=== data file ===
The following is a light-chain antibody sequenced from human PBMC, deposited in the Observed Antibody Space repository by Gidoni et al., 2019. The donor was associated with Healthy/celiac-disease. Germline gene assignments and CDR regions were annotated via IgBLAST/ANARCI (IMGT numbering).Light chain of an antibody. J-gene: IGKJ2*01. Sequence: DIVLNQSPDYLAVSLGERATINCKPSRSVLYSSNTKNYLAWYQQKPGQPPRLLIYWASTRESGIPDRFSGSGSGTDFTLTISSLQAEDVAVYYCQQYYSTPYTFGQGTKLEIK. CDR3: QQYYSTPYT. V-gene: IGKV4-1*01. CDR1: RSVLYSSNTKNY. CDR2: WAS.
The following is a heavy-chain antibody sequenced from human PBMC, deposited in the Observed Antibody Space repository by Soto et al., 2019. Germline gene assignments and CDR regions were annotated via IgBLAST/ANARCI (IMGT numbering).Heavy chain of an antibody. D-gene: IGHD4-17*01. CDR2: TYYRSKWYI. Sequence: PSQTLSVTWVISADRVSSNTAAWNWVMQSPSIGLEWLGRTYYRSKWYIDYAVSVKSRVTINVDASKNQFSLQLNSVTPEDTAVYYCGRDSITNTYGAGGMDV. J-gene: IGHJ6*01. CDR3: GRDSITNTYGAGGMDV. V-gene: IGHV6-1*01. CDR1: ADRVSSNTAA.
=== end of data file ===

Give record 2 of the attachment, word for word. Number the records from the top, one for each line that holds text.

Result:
The following is a heavy-chain antibody sequenced from human PBMC, deposited in the Observed Antibody Space repository by Soto et al., 2019. Germline gene assignments and CDR regions were annotated via IgBLAST/ANARCI (IMGT numbering).Heavy chain of an antibody. D-gene: IGHD4-17*01. CDR2: TYYRSKWYI. Sequence: PSQTLSVTWVISADRVSSNTAAWNWVMQSPSIGLEWLGRTYYRSKWYIDYAVSVKSRVTINVDASKNQFSLQLNSVTPEDTAVYYCGRDSITNTYGAGGMDV. J-gene: IGHJ6*01. CDR3: GRDSITNTYGAGGMDV. V-gene: IGHV6-1*01. CDR1: ADRVSSNTAA.